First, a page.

More video

This setup does almost everything on my original list, but I still wanted to be able to watch Hulu through the existing system, and I didn’t want to have to manually download YouTube videos to watch them on the TV. Looking around, I came across the amazing PlayOn software ($40), which was the final piece of our puzzle. By loading this software on the server, we gained the ability to watch Hulu, YouTube, and some custom PlayOn channels for The Daily Show, The Colbert Report, and NCAA March Madness games on demand. Really sweet! This piece was a little bit more difficult, but it all works if you follow the instructions.


Picking an episode of “Modern Family” to watch from Hulu via PlayOn through the Xbox to the HDTV

Making it all easier to use

I then tied everything together with a hand-me-down Logitech Harmony remote to make it easy to manage all of the various pieces. The “watch TV” button turns on the TV to the right input, the audio receiver to the right input, and controls the cable box. The “watch a movie” button turns everything on with the right settings to watch a DVD, but pretty much everything else except the Wii runs through the “listen to music” button, because that’s what starts up the Xbox. This is especially helpful because without the universal remote, I’d probably be the only one in the house who’d be able to turn things on and off for different activities. Another big plus is that we can control the Xbox with easy-to-understand buttons, rather the game controller that came with the console. I can’t recommend a Logitech univeral remote highly enough.

Conclusion

For the most part, this is all working very well for us. We listen to our music a lot more, including at work, and sometimes the internet video piece really comes in handy (like during March Madness). We especially like streaming Netflix (which can also be done through the PlayOn software if you don’t have an Xbox). At this point, the biggest issue is that I still need a way to backup the server offsite, but I can’t find a reasonably priced service for this (most companies charge business-level prices because they haven’t yet recognized there’s a growing consumer market). Someone’s going to make a killing offering a consumer backup service for media, but that day hasn’t arrived yet. I’m looking at other workarounds right now, but I haven’t found an ideal solution. (Have you? Leave a comment!)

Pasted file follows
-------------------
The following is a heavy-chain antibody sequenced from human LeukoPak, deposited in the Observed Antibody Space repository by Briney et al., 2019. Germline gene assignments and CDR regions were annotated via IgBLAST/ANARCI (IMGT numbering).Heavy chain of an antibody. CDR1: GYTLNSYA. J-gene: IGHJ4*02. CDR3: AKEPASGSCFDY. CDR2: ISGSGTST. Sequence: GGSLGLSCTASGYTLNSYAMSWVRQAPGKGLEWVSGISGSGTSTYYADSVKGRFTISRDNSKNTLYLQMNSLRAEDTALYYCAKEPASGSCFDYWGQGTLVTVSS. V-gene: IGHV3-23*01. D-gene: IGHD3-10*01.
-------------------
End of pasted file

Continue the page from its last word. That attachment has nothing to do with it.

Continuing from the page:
It’s been a long road to get to this point, but it’s exciting to have all of this geeky functionality working. In the future, I hope to get rid of a lot of paper by scanning it to the server, and I may investigate adding a TV tuner to record programs directly to the server and setting up printing over the internet to our home printer.

How you can do some of this